10 Foot "Big Wheel" Used in Logging, Late 19th Century
March 24, 2021
Logging has always been an important economic factor of the development of the West, creating the need for new innovations, offering a challenge to both working men and engineers: how do you cost-effectively transport enormous logs from one place to another?
One such solution was the "Michigan Big Wheel," so-called because it was originally invented in Michigan in 1875 when the blacksmith Silas C. Overpack invented the system as a way to extend the logging season into spring and summer, since icy paths were no longer needed to move larger logs. Built in a variety of sizes between nine and ten feet in diameter, the big wheels, or logging wheels as they were sometimes known, were fairly quickly adopted throughout the United States, including Montana.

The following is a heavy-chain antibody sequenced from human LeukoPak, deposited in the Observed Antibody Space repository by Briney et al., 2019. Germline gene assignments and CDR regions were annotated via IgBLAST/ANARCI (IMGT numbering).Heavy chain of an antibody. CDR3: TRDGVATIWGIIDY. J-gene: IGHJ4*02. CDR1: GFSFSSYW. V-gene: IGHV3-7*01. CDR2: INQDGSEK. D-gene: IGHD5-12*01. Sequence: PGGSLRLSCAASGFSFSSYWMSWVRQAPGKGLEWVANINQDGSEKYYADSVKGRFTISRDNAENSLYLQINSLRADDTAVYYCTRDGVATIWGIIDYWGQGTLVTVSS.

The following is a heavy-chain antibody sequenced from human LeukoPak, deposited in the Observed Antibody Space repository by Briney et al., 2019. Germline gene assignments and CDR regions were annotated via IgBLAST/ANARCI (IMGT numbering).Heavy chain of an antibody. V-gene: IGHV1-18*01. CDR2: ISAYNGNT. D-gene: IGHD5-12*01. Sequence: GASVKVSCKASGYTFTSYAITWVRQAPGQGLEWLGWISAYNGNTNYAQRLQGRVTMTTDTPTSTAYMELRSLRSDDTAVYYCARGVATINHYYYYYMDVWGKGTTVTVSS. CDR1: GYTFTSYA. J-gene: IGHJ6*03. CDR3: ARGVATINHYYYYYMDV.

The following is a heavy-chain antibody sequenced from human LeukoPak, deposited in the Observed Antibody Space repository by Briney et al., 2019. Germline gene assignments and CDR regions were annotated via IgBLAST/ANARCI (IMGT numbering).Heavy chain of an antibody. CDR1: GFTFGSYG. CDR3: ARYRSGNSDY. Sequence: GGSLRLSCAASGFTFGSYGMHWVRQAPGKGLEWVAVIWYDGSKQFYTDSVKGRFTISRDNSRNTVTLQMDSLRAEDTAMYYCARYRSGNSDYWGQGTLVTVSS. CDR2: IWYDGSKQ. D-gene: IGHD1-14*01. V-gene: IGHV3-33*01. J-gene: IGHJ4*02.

We don't know for sure when or where the picture was taken, but we can speculate that it might have been near Missoula, where a significant amount of Montana's logging industry was centered and where the Northern Pacific built the first rail lines to support the logging industry.
Early on in their development, the logging wheels cost about $100 a diameter to logging camps, so they were a serious investment in infrastructure. But considering how much easier the process of moving large logs became after they were around, they more than paid for themselves.